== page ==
Kirk sleepwalks through an open window and into a completely different life. He explains how he starts compiling a list of Iraqis who’d worked with the U.S. government after the invasion, whose lives were now in danger because of that.
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It's been a tumultuous week of protests and demonstrations in Egypt. NancyUpdike talks to two Egyptian men whose ideologies are completely opposite,except one thing unites them: Their anger at the United States.
"Thug" is a very imprecise word. And as producer Nancy Updike explains, the subjectivity of its meaning has been particularly apparent during the recent revolution in Egypt.
Nancy Updike reports from Cairo, Egypt about what people were doing there this week, namely: going to meetings to create their new democracy.
In Tehran in 2004, Omid Memarian confessed to doing things he'd never done, meeting people he'd never met, following plots he'd never heard of. Why he did that, and why a lot of other people have confessed to the same things, is all in the fine print. This American Life producer Nancy Updike tells the story.
Producer Nancy Updike shares a pattern that she's noticed recently: eleven steps that Middle Eastern dictators have been taking on the path to losing power.
Host Ira Glass speaks with reporter Larry Kaplow and producer Nancy Updike, who spent a month in Iraq as the US combat mission was ending, in August 2010, talking to Iraqis. They play excerpts from a conversation they had with a Shiite professor—who had pizza recently with a Sunni friend, and realized just how tense things still are in Iraq.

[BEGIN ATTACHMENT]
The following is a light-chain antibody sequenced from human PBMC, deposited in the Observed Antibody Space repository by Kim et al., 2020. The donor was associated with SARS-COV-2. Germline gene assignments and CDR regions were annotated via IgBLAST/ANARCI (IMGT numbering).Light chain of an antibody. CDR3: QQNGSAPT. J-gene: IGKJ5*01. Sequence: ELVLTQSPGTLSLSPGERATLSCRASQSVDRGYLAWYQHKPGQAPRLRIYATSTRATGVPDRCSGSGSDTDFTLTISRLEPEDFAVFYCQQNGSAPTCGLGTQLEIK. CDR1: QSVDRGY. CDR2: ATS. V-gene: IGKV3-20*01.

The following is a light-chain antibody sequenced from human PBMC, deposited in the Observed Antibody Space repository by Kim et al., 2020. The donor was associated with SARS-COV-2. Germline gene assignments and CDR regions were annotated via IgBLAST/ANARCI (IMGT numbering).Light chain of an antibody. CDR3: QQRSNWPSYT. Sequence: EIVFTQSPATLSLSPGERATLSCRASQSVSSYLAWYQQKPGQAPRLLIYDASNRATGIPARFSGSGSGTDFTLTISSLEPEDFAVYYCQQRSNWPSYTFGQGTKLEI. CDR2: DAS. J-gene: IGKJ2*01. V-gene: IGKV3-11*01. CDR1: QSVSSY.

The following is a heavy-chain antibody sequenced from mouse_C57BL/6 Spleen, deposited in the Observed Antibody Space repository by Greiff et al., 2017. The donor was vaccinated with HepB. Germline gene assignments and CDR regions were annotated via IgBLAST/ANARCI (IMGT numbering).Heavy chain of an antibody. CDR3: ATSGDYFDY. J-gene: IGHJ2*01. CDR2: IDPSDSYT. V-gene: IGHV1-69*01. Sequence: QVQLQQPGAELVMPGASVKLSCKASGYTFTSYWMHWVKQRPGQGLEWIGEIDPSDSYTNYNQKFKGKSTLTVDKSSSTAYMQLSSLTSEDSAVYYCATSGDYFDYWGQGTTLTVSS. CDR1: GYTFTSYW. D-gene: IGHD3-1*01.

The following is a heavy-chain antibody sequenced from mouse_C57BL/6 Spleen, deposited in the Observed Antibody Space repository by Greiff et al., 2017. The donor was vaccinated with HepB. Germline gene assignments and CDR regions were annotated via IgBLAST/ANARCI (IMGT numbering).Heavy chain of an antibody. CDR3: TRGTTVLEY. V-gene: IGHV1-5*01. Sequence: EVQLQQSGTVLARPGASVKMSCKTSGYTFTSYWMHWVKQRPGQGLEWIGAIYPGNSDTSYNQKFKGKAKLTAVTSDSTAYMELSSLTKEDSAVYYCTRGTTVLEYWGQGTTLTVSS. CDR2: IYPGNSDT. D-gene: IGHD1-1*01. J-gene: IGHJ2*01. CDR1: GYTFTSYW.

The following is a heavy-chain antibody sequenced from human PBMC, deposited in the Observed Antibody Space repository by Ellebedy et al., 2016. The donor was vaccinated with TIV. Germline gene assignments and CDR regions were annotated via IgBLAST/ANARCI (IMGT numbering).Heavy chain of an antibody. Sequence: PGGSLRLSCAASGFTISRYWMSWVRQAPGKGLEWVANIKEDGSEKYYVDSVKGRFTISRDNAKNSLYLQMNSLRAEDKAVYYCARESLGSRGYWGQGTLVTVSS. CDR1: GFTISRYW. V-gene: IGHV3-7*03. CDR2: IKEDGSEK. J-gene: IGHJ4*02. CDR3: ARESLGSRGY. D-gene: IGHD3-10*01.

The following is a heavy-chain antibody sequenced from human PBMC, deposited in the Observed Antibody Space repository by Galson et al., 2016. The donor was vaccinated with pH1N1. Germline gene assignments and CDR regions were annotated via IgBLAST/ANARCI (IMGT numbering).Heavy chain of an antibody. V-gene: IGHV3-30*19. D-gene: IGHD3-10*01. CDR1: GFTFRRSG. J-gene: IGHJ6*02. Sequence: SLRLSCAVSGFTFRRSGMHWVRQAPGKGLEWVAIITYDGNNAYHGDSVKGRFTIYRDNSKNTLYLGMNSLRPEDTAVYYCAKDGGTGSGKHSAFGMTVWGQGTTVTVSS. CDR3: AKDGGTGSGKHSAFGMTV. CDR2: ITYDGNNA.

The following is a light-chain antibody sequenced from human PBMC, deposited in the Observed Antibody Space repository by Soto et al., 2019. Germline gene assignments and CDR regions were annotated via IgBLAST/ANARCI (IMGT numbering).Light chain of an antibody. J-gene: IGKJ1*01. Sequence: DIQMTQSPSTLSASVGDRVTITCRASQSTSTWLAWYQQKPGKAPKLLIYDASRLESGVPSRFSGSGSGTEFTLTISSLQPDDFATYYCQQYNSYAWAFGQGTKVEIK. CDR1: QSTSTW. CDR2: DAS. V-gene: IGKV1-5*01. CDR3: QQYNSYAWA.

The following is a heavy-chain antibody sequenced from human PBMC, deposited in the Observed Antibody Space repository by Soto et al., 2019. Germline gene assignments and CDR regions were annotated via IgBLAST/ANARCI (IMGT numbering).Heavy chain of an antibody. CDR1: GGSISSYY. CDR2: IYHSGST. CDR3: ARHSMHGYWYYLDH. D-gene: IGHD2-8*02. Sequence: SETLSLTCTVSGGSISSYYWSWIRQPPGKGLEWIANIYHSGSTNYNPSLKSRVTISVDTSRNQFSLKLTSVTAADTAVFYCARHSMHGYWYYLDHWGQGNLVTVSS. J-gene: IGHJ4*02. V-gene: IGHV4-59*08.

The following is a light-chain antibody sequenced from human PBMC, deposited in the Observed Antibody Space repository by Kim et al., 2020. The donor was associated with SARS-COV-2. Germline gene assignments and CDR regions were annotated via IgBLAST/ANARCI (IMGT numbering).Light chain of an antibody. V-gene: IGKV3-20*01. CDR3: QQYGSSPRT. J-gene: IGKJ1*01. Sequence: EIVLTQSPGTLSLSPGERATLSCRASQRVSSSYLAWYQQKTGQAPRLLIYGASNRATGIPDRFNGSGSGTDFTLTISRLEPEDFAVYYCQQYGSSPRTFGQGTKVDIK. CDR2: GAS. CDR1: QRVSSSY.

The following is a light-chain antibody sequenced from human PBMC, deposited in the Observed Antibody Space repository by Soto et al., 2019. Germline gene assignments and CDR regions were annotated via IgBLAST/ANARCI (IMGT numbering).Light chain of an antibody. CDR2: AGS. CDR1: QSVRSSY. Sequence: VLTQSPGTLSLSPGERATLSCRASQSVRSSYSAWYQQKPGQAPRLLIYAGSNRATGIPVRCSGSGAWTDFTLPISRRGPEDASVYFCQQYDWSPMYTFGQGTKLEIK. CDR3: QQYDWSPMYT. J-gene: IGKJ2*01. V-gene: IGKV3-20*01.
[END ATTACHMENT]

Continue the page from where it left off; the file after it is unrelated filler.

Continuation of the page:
Larry and Nancy head to Diyala Province north of Baghdad, and meet with a mayor and a member of the provincial council—like a state legislature—to see why is politics in Iraq utterly stalled.
The newspaper Military Times did a survey of 2000 active duty servicemen and women, asking them about the new president. Presented with the statement, "As president, Barack Obama will have my best interests at heart," 36 percent agreed...43 percent disagreed.
In Scranton, there's a "Citizens for McCain" office. But really, it's a "Democrats for McCain" office; flipping Democrats is vital if McCain is going to win.
Nancy Updike's story about Democrats for McCain continues.
We hear the story of someone trying to help all sorts of people who absolutely do not want his help. Nancy Updike reports on Dror Etkes, who has taken it as his personal mission to document the spread of Israeli settlements in the West Bank: Every shack, mobile home, housing cluster, bypass road and town.
Nancy Updike reports that life under curfew in Ramallah can be, among other things, intensely boring. She also tells the story of Sam Bahour, a Palestinian who was born and raised in Ohio, who came back to the West Bank in 1995, when peace seemed possible, to help build the Palestinian state.
What if a new Palestinian leader came on the scene who was neither part of the corrupt autocracy of the Palestinian Authority, nor part of fundamentalist, suicide-bombing Hamas? Nancy Updike follows around possible future Palestinian political candidate Mustafa Barghouti, a doctor who's well known for setting up clinics.
The story of a clandestine radio station the CIA set up back in the good old, bad old days of the 1950s, to overthrow Guatemala. The coup succeeded because of the immense power of radio.